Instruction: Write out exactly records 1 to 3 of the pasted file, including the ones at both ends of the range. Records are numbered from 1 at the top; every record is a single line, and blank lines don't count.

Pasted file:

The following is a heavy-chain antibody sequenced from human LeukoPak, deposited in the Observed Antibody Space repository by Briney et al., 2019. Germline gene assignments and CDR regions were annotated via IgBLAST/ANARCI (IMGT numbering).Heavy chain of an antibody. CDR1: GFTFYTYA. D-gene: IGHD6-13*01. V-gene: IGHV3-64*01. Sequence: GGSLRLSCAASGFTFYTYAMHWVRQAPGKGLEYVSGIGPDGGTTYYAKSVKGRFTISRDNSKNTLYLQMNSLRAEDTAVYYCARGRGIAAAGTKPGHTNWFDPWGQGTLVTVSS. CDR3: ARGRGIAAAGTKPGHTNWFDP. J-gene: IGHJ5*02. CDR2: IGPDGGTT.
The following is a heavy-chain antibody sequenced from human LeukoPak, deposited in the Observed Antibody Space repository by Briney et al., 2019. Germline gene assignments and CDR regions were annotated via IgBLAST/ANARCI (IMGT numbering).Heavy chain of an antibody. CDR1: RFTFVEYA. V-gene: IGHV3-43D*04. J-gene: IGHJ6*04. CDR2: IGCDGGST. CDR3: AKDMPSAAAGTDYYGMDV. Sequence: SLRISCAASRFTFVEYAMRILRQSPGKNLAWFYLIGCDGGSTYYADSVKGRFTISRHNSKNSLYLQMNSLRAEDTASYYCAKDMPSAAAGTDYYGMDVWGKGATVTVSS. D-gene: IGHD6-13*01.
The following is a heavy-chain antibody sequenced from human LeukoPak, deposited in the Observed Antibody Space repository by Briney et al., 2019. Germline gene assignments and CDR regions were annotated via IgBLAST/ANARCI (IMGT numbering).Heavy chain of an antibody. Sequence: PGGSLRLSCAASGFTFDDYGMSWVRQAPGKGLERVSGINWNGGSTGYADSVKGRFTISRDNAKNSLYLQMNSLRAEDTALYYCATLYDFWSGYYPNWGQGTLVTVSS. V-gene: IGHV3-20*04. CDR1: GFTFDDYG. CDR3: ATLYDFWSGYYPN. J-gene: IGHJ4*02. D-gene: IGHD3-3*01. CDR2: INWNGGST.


The following is a heavy-chain antibody sequenced from human LeukoPak, deposited in the Observed Antibody Space repository by Briney et al., 2019. Germline gene assignments and CDR regions were annotated via IgBLAST/ANARCI (IMGT numbering).Heavy chain of an antibody. CDR1: GFTFYTYA. D-gene: IGHD6-13*01. V-gene: IGHV3-64*01. Sequence: GGSLRLSCAASGFTFYTYAMHWVRQAPGKGLEYVSGIGPDGGTTYYAKSVKGRFTISRDNSKNTLYLQMNSLRAEDTAVYYCARGRGIAAAGTKPGHTNWFDPWGQGTLVTVSS. CDR3: ARGRGIAAAGTKPGHTNWFDP. J-gene: IGHJ5*02. CDR2: IGPDGGTT.
The following is a heavy-chain antibody sequenced from human LeukoPak, deposited in the Observed Antibody Space repository by Briney et al., 2019. Germline gene assignments and CDR regions were annotated via IgBLAST/ANARCI (IMGT numbering).Heavy chain of an antibody. CDR1: RFTFVEYA. V-gene: IGHV3-43D*04. J-gene: IGHJ6*04. CDR2: IGCDGGST. CDR3: AKDMPSAAAGTDYYGMDV. Sequence: SLRISCAASRFTFVEYAMRILRQSPGKNLAWFYLIGCDGGSTYYADSVKGRFTISRHNSKNSLYLQMNSLRAEDTASYYCAKDMPSAAAGTDYYGMDVWGKGATVTVSS. D-gene: IGHD6-13*01.
The following is a heavy-chain antibody sequenced from human LeukoPak, deposited in the Observed Antibody Space repository by Briney et al., 2019. Germline gene assignments and CDR regions were annotated via IgBLAST/ANARCI (IMGT numbering).Heavy chain of an antibody. Sequence: PGGSLRLSCAASGFTFDDYGMSWVRQAPGKGLERVSGINWNGGSTGYADSVKGRFTISRDNAKNSLYLQMNSLRAEDTALYYCATLYDFWSGYYPNWGQGTLVTVSS. V-gene: IGHV3-20*04. CDR1: GFTFDDYG. CDR3: ATLYDFWSGYYPN. J-gene: IGHJ4*02. D-gene: IGHD3-3*01. CDR2: INWNGGST.